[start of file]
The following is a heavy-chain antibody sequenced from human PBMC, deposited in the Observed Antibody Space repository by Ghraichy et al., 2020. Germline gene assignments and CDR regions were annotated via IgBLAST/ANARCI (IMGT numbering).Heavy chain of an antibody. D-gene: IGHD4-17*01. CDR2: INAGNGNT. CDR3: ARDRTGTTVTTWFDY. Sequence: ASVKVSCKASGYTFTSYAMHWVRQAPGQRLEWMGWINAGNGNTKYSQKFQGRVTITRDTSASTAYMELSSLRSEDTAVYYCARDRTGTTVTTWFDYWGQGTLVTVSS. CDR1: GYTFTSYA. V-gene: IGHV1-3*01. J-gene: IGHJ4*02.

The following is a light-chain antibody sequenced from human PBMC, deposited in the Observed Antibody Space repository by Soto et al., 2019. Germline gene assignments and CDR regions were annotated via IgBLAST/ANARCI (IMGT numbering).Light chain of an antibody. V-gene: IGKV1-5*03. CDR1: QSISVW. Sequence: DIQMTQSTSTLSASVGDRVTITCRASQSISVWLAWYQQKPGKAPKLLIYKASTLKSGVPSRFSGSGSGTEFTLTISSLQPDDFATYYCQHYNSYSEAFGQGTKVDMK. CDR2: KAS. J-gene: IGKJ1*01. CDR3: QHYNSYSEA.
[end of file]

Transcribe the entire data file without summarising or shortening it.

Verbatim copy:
The following is a heavy-chain antibody sequenced from human PBMC, deposited in the Observed Antibody Space repository by Ghraichy et al., 2020. Germline gene assignments and CDR regions were annotated via IgBLAST/ANARCI (IMGT numbering).Heavy chain of an antibody. D-gene: IGHD4-17*01. CDR2: INAGNGNT. CDR3: ARDRTGTTVTTWFDY. Sequence: ASVKVSCKASGYTFTSYAMHWVRQAPGQRLEWMGWINAGNGNTKYSQKFQGRVTITRDTSASTAYMELSSLRSEDTAVYYCARDRTGTTVTTWFDYWGQGTLVTVSS. CDR1: GYTFTSYA. V-gene: IGHV1-3*01. J-gene: IGHJ4*02.

The following is a light-chain antibody sequenced from human PBMC, deposited in the Observed Antibody Space repository by Soto et al., 2019. Germline gene assignments and CDR regions were annotated via IgBLAST/ANARCI (IMGT numbering).Light chain of an antibody. V-gene: IGKV1-5*03. CDR1: QSISVW. Sequence: DIQMTQSTSTLSASVGDRVTITCRASQSISVWLAWYQQKPGKAPKLLIYKASTLKSGVPSRFSGSGSGTEFTLTISSLQPDDFATYYCQHYNSYSEAFGQGTKVDMK. CDR2: KAS. J-gene: IGKJ1*01. CDR3: QHYNSYSEA.